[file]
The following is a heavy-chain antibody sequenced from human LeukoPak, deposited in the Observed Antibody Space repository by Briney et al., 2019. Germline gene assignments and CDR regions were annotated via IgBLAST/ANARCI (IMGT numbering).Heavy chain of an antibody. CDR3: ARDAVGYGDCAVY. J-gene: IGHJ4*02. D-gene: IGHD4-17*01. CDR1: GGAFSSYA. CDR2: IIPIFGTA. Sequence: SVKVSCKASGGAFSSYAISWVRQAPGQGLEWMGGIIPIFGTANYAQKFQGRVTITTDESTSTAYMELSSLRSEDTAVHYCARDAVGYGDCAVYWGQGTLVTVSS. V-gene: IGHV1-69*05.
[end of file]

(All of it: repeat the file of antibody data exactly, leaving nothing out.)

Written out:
The following is a heavy-chain antibody sequenced from human LeukoPak, deposited in the Observed Antibody Space repository by Briney et al., 2019. Germline gene assignments and CDR regions were annotated via IgBLAST/ANARCI (IMGT numbering).Heavy chain of an antibody. CDR3: ARDAVGYGDCAVY. J-gene: IGHJ4*02. D-gene: IGHD4-17*01. CDR1: GGAFSSYA. CDR2: IIPIFGTA. Sequence: SVKVSCKASGGAFSSYAISWVRQAPGQGLEWMGGIIPIFGTANYAQKFQGRVTITTDESTSTAYMELSSLRSEDTAVHYCARDAVGYGDCAVYWGQGTLVTVSS. V-gene: IGHV1-69*05.